michel_martin.jpgMIAMI — WLRN is presenting award-winning journalist Michel Martin and her National Public Radio talk program Tell Me More starting July 2 at 8:00 p.m.

Tell Me More features compelling interviews and personal narratives to explore the way people intersect in a culturally diverse world. The one-hour show will air each weekday on WLRN 91.3.

“We like to think about Tell Me More as a comfortable gathering place,” Martin said, “but a place where we can talk about important and sometimes difficult things.”

From conversations with President Obama and First Lady Michelle Obama, Liberian President Ellen Sirleaf Johnson and Madeleine Albright, Sugar Ray Leonard and Tori Amos, spiritual chats and listener contributed anecdotes, Tell Me More shares the voices of parents and educators, of lawmakers and thought leaders, of actors, authors and musicians from every genre and medium.


Prior to her role at Tell Me More, Martin spent 15 years at ABC News as a correspondent for Nightline and other programs and specials, including a critically acclaimed AIDS documentary and the ongoing series America in Black and White.

Martin also covered state and local politics for the Washington Post and was White House correspondent for the Wall Street Journal.

Tell Me More initiates dialogue around the issues especially relevant to multicultural life in America, but are often overlooked.

Each week the show features Can I Just Tell You?, a first-person essay from Martin exploring topics around race, education, class and opportunity. Martin received a Radio-Television News Directors Association Edward R. Murrow Award in 2010 for her essay on the moral dilemma on witnessing acts of violence.


Other regular popular features include the Barbershop roundtable, where the Barbershop guys weigh in on news in politics, sports and pop culture, and a weekly parenting segment with moms and dads discussing current issues and offering advice.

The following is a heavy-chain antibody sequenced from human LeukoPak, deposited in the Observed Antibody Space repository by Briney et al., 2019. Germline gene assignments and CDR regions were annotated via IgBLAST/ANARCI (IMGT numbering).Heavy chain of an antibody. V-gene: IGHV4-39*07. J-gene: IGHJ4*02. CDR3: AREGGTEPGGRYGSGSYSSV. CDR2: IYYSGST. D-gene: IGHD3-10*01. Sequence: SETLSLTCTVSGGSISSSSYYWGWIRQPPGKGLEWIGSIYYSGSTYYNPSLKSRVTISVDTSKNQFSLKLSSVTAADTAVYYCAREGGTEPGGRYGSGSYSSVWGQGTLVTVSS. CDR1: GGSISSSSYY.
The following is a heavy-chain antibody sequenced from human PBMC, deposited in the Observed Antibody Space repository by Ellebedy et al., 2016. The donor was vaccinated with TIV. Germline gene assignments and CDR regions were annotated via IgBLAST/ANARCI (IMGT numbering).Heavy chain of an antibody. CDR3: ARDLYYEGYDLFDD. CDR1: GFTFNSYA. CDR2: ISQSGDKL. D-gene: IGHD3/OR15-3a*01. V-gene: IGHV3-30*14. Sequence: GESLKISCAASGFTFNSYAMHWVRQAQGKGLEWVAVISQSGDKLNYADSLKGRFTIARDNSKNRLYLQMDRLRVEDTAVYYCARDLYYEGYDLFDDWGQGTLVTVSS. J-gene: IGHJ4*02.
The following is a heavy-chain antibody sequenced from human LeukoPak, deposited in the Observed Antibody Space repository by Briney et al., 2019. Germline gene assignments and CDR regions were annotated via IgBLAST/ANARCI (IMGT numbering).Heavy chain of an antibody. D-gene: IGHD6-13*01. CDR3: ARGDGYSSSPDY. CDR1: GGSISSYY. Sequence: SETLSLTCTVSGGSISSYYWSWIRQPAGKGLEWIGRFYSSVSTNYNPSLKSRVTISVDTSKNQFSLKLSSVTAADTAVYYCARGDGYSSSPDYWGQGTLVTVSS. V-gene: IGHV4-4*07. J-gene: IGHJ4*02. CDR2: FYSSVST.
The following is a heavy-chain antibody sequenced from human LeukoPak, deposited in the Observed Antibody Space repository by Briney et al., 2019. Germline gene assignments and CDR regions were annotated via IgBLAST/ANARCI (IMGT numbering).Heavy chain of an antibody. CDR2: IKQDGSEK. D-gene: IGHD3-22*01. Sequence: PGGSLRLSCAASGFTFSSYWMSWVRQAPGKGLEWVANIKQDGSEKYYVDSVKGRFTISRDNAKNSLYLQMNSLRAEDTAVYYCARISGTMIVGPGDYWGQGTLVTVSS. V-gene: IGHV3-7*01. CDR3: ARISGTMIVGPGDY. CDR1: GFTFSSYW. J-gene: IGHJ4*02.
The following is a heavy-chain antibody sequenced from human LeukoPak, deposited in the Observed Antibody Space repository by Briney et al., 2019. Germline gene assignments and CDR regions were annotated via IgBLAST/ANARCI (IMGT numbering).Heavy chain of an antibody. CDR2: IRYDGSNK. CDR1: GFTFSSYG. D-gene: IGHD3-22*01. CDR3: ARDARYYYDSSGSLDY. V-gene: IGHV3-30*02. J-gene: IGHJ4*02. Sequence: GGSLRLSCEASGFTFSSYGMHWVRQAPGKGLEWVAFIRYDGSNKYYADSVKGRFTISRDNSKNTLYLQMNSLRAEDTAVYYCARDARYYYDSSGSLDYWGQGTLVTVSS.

In its fifth year of production, Tell Me More has more than a half-million weekly listeners on nearly 100 public radio stations in the U.S. It is a production of NPR News in association with the African American Public Radio Consortium, representing independent public radio stations that serve predominantly black communities.


“Some of the stories we do, they would have laughed me out of the room on TV,” Martin told Marc Fisher of the Washington Post, who said she “has a keen ear, a taste for good stories and a knack for asking tough questions.”

“Seeking a broad audience doesn't inhibit Martin from speaking frankly about race or other touchy topics,” wrote the Post’s Fisher. “Martin wants the show to speak to ‘those who are not being spoken to,’ something she hopes her erstwhile colleagues in television will once again find the courage to do.”

Fisher also noted that “the current cost-consciousness in television leaves a big opening for radio and for new media.

“Martin started a blog about Tell Me More months before the show premiered, and she still uses the blog to give listeners a peek at how decisions are made about what gets on the air – the kind of transparency audiences increasingly demand.”

Photo: Michel Martin